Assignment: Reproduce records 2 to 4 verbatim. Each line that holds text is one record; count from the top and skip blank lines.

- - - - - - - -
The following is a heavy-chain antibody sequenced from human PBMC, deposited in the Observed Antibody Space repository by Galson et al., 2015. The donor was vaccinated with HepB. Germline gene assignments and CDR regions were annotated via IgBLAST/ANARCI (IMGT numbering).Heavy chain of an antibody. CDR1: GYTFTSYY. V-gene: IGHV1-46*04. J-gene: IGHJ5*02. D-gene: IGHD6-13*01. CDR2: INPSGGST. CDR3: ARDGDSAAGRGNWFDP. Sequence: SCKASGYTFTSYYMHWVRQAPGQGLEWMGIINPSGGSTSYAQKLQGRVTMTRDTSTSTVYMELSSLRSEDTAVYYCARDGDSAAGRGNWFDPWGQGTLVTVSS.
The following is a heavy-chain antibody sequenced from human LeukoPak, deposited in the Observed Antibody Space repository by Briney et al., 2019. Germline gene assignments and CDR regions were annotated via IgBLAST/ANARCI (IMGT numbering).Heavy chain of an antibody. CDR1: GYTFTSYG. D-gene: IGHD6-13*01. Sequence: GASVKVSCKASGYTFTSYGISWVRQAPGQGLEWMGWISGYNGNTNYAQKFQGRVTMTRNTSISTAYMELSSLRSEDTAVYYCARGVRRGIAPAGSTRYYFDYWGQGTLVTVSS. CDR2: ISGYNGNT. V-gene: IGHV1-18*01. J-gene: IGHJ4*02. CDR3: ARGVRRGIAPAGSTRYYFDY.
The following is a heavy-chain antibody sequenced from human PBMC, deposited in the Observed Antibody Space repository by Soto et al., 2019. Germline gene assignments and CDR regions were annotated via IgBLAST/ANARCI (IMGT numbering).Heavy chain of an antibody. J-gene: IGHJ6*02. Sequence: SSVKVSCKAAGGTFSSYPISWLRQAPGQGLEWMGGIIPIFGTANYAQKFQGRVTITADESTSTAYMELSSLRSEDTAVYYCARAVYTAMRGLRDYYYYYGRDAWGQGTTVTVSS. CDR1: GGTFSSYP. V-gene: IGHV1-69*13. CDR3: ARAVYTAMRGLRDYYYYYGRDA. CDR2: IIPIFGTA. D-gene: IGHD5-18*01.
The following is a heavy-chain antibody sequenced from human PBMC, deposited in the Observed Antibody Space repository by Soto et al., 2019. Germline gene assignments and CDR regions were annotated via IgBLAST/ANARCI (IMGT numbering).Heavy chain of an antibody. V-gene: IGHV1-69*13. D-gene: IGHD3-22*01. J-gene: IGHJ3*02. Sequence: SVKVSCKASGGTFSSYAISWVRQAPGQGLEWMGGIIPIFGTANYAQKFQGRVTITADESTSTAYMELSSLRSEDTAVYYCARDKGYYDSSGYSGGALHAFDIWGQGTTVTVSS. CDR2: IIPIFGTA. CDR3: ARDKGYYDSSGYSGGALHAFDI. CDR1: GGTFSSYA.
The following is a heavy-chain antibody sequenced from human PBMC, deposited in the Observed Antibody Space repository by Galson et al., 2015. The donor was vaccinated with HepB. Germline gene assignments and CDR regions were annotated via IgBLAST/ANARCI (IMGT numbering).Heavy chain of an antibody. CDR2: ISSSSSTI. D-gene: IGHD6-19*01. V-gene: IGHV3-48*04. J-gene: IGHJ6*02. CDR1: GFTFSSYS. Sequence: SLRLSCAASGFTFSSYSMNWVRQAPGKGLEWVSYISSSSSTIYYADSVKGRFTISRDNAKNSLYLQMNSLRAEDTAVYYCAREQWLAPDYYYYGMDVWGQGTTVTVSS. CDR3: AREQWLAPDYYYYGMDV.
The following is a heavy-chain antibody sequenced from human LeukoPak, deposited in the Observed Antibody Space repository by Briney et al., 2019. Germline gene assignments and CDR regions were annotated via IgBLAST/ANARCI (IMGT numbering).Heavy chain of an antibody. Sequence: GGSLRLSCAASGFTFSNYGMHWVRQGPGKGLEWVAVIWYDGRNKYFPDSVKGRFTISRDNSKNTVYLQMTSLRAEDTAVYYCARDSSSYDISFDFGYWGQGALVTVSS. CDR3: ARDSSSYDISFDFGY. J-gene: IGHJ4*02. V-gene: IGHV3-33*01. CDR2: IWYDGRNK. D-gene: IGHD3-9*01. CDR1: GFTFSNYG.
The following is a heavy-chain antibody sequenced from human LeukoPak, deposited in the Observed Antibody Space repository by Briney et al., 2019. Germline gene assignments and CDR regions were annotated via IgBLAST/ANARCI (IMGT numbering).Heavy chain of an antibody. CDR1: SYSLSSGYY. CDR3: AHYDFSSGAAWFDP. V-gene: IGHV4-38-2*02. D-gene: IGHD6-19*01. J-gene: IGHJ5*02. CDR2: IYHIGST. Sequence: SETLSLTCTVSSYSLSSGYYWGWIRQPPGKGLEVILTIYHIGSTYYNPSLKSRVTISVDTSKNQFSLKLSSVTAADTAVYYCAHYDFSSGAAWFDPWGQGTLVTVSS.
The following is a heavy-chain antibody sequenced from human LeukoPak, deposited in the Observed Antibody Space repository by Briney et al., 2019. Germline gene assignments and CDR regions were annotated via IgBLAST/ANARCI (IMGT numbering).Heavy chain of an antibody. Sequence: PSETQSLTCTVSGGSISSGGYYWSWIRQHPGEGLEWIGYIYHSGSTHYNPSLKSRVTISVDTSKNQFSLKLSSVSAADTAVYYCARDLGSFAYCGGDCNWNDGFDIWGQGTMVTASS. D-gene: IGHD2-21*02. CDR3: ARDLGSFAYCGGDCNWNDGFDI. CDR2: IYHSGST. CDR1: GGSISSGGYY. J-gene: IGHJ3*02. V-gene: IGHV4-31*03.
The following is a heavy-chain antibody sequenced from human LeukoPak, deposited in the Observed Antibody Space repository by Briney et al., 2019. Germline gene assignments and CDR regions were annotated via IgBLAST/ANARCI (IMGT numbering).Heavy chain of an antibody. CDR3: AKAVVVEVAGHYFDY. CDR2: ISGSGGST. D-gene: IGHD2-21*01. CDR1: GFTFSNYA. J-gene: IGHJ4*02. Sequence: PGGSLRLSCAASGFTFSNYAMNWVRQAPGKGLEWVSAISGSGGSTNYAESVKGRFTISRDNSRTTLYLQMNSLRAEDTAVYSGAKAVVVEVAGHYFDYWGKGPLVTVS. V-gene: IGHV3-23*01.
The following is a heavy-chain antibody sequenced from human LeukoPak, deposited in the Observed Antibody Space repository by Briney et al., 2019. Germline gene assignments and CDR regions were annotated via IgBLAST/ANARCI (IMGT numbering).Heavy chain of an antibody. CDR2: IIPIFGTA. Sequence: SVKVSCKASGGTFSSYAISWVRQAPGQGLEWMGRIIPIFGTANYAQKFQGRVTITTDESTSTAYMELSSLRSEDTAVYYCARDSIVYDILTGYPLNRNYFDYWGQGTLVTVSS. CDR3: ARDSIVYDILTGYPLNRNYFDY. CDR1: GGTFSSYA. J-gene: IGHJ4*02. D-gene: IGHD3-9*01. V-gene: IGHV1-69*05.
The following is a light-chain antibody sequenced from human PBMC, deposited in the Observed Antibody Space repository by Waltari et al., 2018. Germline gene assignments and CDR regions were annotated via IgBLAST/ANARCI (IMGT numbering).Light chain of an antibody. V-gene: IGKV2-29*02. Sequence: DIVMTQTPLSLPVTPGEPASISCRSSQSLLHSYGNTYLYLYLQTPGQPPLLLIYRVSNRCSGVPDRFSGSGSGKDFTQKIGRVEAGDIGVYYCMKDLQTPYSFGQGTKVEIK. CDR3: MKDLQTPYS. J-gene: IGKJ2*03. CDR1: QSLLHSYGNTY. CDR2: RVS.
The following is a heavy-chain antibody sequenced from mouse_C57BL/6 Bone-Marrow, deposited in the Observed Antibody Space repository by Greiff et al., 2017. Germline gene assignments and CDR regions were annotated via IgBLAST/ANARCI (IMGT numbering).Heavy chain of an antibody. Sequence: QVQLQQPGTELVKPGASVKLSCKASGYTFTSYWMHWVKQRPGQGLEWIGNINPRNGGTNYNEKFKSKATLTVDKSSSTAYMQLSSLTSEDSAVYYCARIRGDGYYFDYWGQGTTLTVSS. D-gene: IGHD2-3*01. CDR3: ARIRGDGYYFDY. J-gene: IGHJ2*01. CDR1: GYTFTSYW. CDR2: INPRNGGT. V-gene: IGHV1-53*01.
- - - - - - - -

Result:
The following is a heavy-chain antibody sequenced from human LeukoPak, deposited in the Observed Antibody Space repository by Briney et al., 2019. Germline gene assignments and CDR regions were annotated via IgBLAST/ANARCI (IMGT numbering).Heavy chain of an antibody. CDR1: GYTFTSYG. D-gene: IGHD6-13*01. Sequence: GASVKVSCKASGYTFTSYGISWVRQAPGQGLEWMGWISGYNGNTNYAQKFQGRVTMTRNTSISTAYMELSSLRSEDTAVYYCARGVRRGIAPAGSTRYYFDYWGQGTLVTVSS. CDR2: ISGYNGNT. V-gene: IGHV1-18*01. J-gene: IGHJ4*02. CDR3: ARGVRRGIAPAGSTRYYFDY.
The following is a heavy-chain antibody sequenced from human PBMC, deposited in the Observed Antibody Space repository by Soto et al., 2019. Germline gene assignments and CDR regions were annotated via IgBLAST/ANARCI (IMGT numbering).Heavy chain of an antibody. J-gene: IGHJ6*02. Sequence: SSVKVSCKAAGGTFSSYPISWLRQAPGQGLEWMGGIIPIFGTANYAQKFQGRVTITADESTSTAYMELSSLRSEDTAVYYCARAVYTAMRGLRDYYYYYGRDAWGQGTTVTVSS. CDR1: GGTFSSYP. V-gene: IGHV1-69*13. CDR3: ARAVYTAMRGLRDYYYYYGRDA. CDR2: IIPIFGTA. D-gene: IGHD5-18*01.
The following is a heavy-chain antibody sequenced from human PBMC, deposited in the Observed Antibody Space repository by Soto et al., 2019. Germline gene assignments and CDR regions were annotated via IgBLAST/ANARCI (IMGT numbering).Heavy chain of an antibody. V-gene: IGHV1-69*13. D-gene: IGHD3-22*01. J-gene: IGHJ3*02. Sequence: SVKVSCKASGGTFSSYAISWVRQAPGQGLEWMGGIIPIFGTANYAQKFQGRVTITADESTSTAYMELSSLRSEDTAVYYCARDKGYYDSSGYSGGALHAFDIWGQGTTVTVSS. CDR2: IIPIFGTA. CDR3: ARDKGYYDSSGYSGGALHAFDI. CDR1: GGTFSSYA.